How does Circles of Support help keep children safe at home?

On August 8, 2008, tragedy struck the Salt River Pima-Maricopa Indian Community (Community). Two young siblings were playing in the trunk of a car in the middle of a hot Arizona day and accidentally locked themselves inside. Their mother, who was under the influence of alcohol, did not look for them until it was too late. The deaths galvanized Community conversations regarding child protection, resulting in an independent assessment that ushered in significant changes to the Community’s child protection approach, including implementation of a multidisciplinary team, a family advocacy center, guardians ad litem, and parent representatives, in addition to improvements in staffing, policies, and practice.1

The deaths also caused fear and anxiety among the workforce, leading to a sharp increase in the number of removals of children from their homes. Faced with long waiting lists for services, placement often seemed like the only option available to social workers who wanted to keep children safe. Between 2010 and 2014, the number of children in out-of-home care within the Community increased by 75 percent.2

Community members knew they needed another solution, as separating children from their families was only perpetuating the historical cycle of trauma. So in 2014, the Community’s Department of Social Services (DSS) tried a new approach: Circles of Support, an intensive in-home service that incorporates evidence-informed interventions within a culturally relevant context, and which the Community developed itself. By 2018, the number of children in out-of-home care had decreased by 45 percent, a significant reduction.

Core elements

Circles of Support utilizes a wraparound model that serves each family with a triad of support: a therapist, a case manager, and a behavioral coach. Services are available to any family that, during the course of a child protection investigation, indicates a willingness to participate in services to prevent child removal. After Circles of Support is put in place, the Division of Child Protective Services (CPS) continues to monitor the family’s progress but otherwise is uninvolved so that the family and Circles of Support staff can focus on strengthening and supporting the family unit.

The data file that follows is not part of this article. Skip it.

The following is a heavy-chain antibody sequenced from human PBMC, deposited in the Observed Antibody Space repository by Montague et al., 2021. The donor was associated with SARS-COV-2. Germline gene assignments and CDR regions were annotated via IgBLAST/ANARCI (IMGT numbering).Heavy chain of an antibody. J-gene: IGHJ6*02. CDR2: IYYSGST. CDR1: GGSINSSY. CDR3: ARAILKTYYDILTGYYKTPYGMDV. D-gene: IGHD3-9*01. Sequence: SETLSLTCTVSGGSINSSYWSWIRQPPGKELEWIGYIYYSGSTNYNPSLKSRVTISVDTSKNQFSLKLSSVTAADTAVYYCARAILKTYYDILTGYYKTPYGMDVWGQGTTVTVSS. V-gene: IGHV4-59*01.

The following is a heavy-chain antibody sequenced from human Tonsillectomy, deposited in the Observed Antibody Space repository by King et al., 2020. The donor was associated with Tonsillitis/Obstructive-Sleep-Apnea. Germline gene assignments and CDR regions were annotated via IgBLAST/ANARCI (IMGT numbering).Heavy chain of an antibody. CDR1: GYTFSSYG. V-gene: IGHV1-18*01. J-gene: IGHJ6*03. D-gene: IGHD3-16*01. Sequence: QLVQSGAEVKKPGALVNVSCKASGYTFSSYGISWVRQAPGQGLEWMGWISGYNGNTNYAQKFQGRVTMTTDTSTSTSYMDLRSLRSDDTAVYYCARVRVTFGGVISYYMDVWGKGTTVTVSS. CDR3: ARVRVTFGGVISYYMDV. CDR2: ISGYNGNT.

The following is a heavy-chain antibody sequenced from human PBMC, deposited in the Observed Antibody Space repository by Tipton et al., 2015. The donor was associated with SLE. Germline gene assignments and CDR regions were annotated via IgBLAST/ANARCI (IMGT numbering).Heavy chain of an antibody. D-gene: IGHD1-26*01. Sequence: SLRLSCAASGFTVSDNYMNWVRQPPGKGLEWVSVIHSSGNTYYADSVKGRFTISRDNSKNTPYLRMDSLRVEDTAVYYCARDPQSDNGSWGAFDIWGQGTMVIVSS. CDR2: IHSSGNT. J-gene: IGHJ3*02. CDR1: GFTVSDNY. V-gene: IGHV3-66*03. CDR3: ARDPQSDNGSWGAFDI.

Circles of Support begins with an assessment of the family’s strengths and needs that includes a clinical assessment, the Adult Adolescent Parenting Inventory, and Structured Decision-Making. Together with the family, the team identifies the treatment and service needs, which go beyond the presenting CPS concerns to include: safety planning, physical abuse, substance use, mental health issues, domestic violence, trauma and trauma reactive behaviors, parenting, housing, life skills, employment, education, and financial stability.

The Circles of Support triad then draws upon evidence-informed interventions such as Cognitive-Behavioral Therapy, the Nurturing Parenting Program, Motivational Interviewing, and Solution-Focused Brief Therapy to work with the caregiver and family toward their goals. While services are intensive and frequent, based upon the family’s unique needs, each family typically meets with its therapist one or two times per week, its behavioral coach between one to three times per week, its case manager at least once per week or even daily, depending on the family’s situation.

Data snapshot

2008: Tragic deaths of two young siblings.
2014: 434 children are in out-of-home care, a 75% increase from 2010. Circles of Support is implemented.
2018: 240 children are in out-of-home care, a 45% decrease from 2014.

Guiding values and principles

While safety is the utmost priority, Circles of Support is also guided by the following values and principles: